“It’s important to recognize that the MSP receives a wide variety of tips—some of them very specific, others incredibly vague and general,” said DoBoer. “So the 24-hour deadline gives MSP some time to analyze those vague or general tips. Local law enforcement and or the local sheriff’s department are specifically required to be notified when appropriate. I think they are a critical part of preventing the most serious situations that may arise and often may have other knowledge or insights into the tip that the MSP doesn’t.”

House Bill 4095, sponsored by Rep. Stephanie Young (D-Detroit) and House Bill 4096, sponsored by Rep. Ranjeev Puri (D-Canton), together would require MSP to develop a standardized response terminology plan to “provide direction for terminology that should be used by schools in response to certain situations and to require the governing bodies of public and nonpublic schools to adopt and implement the plan.”

Neither Young nor Puri were available to speak, so Breen summarized the purpose behind those two bills, saying every single first responder needs to be on the same page and are using the same language that educators are using.

“We have a variety of different terms that are often tossed about and unfortunately it can lead to confusion,” she said. “So what we are going to ask MSP to do is to develop the correct terminology to be used in an emergency situation. We are then going to ask MSP to run those terms through the School Safety and Mental Health Commission.

“There are some things that 6-year-olds probably should not overhear. So we need to make sure that all the vernacular use is not only the same but developmentally appropriate for any children that would be involved,” she said.

Koleszar then asked Breen why a slate of legislation that the School Safety Task Force introduced last term ultimately never moved out of committee, referencing a partisan sticking point that came to a head in February when Minority Leader Matt Hall (Richmond Twp.) attempted to do an end-run the committee and introduced discharge petitions to bring the bills to the full House for a vote. The maneuver ultimately failed, but angered Democrats, particularly Breen, who called it a “blatant attempt to turn it into a political football [that was] beyond the pale.” Several House Republicans have issued press releases since then demanding for the package to be taken up.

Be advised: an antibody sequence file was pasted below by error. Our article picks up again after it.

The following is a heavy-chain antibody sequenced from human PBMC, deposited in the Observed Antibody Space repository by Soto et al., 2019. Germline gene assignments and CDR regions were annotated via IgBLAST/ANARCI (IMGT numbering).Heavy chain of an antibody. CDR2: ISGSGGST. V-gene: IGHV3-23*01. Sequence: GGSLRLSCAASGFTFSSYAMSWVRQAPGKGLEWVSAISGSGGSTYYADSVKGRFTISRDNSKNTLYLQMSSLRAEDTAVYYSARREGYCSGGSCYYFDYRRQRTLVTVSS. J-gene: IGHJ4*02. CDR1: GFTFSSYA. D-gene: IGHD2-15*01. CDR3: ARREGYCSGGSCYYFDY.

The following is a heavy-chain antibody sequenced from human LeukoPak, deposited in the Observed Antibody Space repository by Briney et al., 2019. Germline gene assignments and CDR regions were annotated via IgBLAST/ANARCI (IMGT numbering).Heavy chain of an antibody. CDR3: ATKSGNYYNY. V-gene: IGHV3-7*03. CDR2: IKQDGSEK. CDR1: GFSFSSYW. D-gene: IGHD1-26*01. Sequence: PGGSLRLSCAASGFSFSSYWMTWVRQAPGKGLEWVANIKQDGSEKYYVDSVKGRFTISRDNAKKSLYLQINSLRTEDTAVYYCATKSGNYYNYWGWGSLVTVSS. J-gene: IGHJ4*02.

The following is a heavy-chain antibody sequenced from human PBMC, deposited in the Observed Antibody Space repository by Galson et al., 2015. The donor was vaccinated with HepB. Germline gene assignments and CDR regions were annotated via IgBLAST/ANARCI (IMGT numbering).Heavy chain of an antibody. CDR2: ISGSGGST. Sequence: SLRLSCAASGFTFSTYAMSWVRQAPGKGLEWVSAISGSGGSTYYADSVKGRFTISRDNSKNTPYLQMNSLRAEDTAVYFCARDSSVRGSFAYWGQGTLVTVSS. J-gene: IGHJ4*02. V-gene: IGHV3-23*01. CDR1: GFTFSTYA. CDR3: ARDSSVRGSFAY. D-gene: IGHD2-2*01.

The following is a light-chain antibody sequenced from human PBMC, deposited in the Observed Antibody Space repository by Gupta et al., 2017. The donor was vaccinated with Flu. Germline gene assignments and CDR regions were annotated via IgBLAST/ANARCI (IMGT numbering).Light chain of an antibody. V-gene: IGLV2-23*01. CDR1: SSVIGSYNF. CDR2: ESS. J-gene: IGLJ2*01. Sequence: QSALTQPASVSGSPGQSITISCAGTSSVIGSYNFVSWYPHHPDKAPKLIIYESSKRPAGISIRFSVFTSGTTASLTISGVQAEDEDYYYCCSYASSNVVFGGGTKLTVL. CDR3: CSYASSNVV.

The legislation in question, House Bills 40884100, came from a task force formed by then-House Republican leadership after the Oxford shooting, and focused on school safety efforts and access to mental health resources.

By the time they were introduced on Feb. 14, 2023, the day after the mass shooting on the Michigan State University campus, Democrats were in control of the chamber and assigned the bills to the Education Committee, with the intent to start over and approach the issue in a more broad-based manner.

In answering Koleszar’s question on Tuesday, Breen noted that since the previous package was introduced, lawmakers had received a wide array of input from all quarters, including private and charter school stakeholders.

“Probably the biggest thing though was the Oxford report [issued in October 2023], which caused us to change direction with several of these bills to make sure that we can not repeat some of the same mistakes that happened along that way,” she responded.

Other members of the committee also had questions, including Rep. Dylan Wegela (D-Garden City), who expressed his concerns about how the issue of school safety was being framed.

“I see school safety and the physical barrier of a school as completely different from mental health, and I say that because schools right now are one of the safest places for kids to be. That’s what statistics show,” he said. “I say that because the school safety industry is now a $3.1 billion industry, which is more than the standardized testing industry. I think that’s an important part of the discussion.”

Breen responded to that point by acknowledging agreement with Wegela’s premise, but not his conclusion.

“I agree with you; schools are one of the safest places kids can be,” she said. “But some of those kids are committing acts of violence, so you do have to take it both ways. I don’t think it’s a separate discussion. I think they should be one in the same.”

However,  Rep. Jaime Churches (D-Wyandotte), had a similar issue with the bills.

“These bills seem to be heavily focused on crisis response and we won’t fix the problem unless we are also heavily focused on preventative responses such as conflict resolution, restorative practices, anti-bullying, gang intervention, and none of those things were mentioned in the bills,” she said. “And I think that that should be something that maybe we could talk about and consider.”

Breen said she understood the concern and it wasn’t being ignored.